For a while now, I have heard both excitable and sceptical talk about the Northern Powerhouse; a great mythical entity that is dragging us all out ‘f pit and into gleaming futuristic office tower blocks. A great glass elevator of middle class social aspirations. The idea was cemented by George Osborne in a speech last July which centered around the idea of the major northern cities being better connected and working together in order to rebalance the economy. The government is currently investing £13 million in improving railway links. Not only this, but money will be invested in areas such as science, culture and digital innovation. So far so good.
I was pretty disappointed however when I heard that James Wharton, newly appointed Minister for the Northern Powerhouse, has admitted that he wasn’t quite sure as to where “the North” actually begins. What is clear is that the even the person who is supposed to know the most about the Northern Powerhouse in the whole country isn’t quite sure what or indeed where the North is, which you would expect to be basic knowledge for such a renowned appointed expert. What we can glean from this is that the notion of the Northern Powerhouse is more of a patronizing public relations strategy which is hazy at best. This would suggest that Westminster’s attitude to the concept of “the North” hasn’t really changed at the same pace as the rapid gentrification of cities such as Manchester and Leeds.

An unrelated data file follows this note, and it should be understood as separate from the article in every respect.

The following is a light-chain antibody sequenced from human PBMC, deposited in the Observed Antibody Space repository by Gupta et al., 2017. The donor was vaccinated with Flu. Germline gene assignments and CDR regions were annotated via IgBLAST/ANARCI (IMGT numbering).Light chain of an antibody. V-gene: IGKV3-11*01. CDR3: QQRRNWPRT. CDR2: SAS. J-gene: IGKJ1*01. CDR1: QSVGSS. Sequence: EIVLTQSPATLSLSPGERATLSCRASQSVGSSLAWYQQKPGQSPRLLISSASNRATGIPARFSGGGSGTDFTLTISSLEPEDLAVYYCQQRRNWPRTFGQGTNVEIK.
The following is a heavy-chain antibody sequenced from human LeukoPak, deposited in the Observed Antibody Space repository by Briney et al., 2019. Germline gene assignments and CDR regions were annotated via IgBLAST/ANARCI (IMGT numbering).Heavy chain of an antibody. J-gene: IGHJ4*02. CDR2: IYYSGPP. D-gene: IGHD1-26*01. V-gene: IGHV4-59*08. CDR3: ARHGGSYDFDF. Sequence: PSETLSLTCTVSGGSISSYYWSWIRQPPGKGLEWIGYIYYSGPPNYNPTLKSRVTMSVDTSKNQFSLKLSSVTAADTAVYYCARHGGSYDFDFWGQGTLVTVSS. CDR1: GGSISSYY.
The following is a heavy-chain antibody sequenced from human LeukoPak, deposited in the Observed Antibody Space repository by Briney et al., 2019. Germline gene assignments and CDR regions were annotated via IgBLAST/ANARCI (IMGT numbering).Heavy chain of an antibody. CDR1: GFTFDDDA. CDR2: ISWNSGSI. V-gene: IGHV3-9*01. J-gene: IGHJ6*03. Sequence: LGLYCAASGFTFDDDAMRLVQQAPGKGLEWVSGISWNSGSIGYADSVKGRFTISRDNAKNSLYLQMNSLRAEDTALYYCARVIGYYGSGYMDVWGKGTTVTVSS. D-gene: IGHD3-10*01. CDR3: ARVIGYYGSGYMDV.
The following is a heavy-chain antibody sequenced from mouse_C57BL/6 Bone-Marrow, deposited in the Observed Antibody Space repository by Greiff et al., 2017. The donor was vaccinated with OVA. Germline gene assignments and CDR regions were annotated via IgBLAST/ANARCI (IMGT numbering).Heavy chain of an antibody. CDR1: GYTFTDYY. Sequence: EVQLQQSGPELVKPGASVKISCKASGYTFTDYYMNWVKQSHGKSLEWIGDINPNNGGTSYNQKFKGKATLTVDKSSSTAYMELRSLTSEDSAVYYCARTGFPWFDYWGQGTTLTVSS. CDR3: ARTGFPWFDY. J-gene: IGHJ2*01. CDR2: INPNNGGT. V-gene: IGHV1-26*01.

The fact that Wharton is a little puzzled regarding the location of the north is rather telling. The North is seen in the halls of Westminster as something at a homogeneous blob. Full of grim old boarded up mill towns and a few dodgy cities that are ripe for mockery and disdain. The north is actually pretty diverse and is much harder to define than just simply the north. If the intention really is to rebalance the country then please stop patronizing us Westminister.